Not one of Her Majesty’s Opposition, not even the ‘forensic’ brain that is Sir Keir Starmer, landed a single punch on bruiser Johnson, who ducked and weaved until knocking the wind out of the Labour front bench by accusing them of ‘excessive drug-taking’.
We saw an unhealthy number of Conservative sycophants willing to take turns at putting their thumbs in the dyke, urging us to believe the Prime Minister is a ‘historic’ success who has ‘delivered Brexit’, overseen the ‘fastest-growing economy in the G7′, and ‘led the most successful vaccine and booster programme in the world’. Delusion on a grand scale.
These useful idiots not only pinned medals on their hero’s chest, but took the opportunity to position him at the forefront of the West’s coming catastrophe – the battle against that Russian blighter Vladimir Putin. Jacob Rees-Mogg, ally to the Prime Minister and Leader of the Commons, shifted uncomfortably on the front bench, blushing in embarrassment.
David Lammy, the shadow Foreign Secretary, said: ‘Amid a dangerous crisis threatening peace in Europe, a vital diplomatic opportunity has been missed as Boris Johnson scrambles to hold on to his job. These are the real-world consequences of a distracted prime minister unfit for office running a government in disarray.’
A question for Mr Lammy and his comrades: Where have you been for the past two years?
So we have ‘a government in disarray’, a Commons full of nodding heads, also-rans and placemen; a once-proud country sold for who knows what price; and a farce about drunken shenanigans that will continue to divert attention under cover of Dame Cressida Dick and her policepersons until another political distraction can be found.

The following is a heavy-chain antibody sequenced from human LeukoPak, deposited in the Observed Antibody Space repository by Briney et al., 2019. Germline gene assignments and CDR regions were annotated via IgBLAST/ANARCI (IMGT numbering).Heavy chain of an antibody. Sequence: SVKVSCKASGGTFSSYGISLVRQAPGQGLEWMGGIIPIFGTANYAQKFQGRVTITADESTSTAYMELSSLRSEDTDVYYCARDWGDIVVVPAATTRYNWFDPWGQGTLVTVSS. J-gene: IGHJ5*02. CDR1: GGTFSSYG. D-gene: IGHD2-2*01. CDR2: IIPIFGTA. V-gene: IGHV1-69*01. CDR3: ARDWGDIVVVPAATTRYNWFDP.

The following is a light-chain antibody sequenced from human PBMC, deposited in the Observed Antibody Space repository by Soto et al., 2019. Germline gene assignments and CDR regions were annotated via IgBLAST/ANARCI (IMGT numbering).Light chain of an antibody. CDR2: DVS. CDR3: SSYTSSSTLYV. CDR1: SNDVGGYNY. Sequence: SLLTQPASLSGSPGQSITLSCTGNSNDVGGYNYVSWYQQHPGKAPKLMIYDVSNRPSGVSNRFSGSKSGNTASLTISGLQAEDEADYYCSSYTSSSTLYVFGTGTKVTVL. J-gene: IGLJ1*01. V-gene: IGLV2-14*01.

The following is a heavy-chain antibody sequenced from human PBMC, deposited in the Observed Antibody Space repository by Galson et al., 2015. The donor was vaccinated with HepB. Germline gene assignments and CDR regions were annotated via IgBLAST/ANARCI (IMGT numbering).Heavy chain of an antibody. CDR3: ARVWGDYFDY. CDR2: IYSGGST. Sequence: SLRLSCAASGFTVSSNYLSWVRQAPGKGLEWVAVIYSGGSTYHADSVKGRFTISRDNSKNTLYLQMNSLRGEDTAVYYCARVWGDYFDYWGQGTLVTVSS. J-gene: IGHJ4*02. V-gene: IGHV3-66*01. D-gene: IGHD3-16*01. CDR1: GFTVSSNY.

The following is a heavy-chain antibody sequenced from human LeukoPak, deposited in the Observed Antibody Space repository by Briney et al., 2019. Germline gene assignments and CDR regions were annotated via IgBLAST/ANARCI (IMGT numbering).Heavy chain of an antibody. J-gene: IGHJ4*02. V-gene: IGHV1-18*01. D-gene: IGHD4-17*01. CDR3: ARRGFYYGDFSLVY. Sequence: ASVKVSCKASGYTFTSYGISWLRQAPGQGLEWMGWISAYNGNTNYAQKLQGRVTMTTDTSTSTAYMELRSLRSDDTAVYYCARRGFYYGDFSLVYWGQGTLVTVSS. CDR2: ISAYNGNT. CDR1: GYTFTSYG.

Johnson and his merry band continue to deny a truth that is plain for all to see. They are caught, betrayed by hubris and the demonic revenge of a spurned Rasputin-like adviser, Dominic Cummings.
No amount of ‘red meat’ thrown out to appease the sheeple will work. The entire Parcel of Rogues and their bag carriers and camp followers need to be removed. If ever a ‘Build Back Better’ was needed, it is in that place and now.
To quote Oliver Cromwell’s Speech on his Dissolution of the Long Parliament given to the House of Commons on 20 April 1653 …
‘It is high time for me to put an end to your sitting in this place, which you have dishonoured by your contempt of all virtue, and defiled by your practice of every vice; ye are a factious crew, and enemies to all good government; ye are a pack of mercenary wretches, and would, like Esau, sell your country for a mess of pottage, and like Judas betray your God for a few pieces of money.
‘Is there a single virtue now remaining amongst you? Is there one vice you do not possess? Ye have no more religion than my horse; gold is your God; which of you have not barter’d your conscience for bribes? Is there a man amongst you that has the least care for the good of the Commonwealth?
‘Ye sordid prostitutes, have you not defil’d this sacred place, and turn’d the Lord’s temple into a den of thieves, by your immoral principles and wicked practices? Ye are grown intolerably odious to the whole nation; you were deputed here by the people to get grievances redress’d, are yourselves gone! So! Take away that shining bauble there (the mace), and lock up the doors.
‘In the name of God, go!’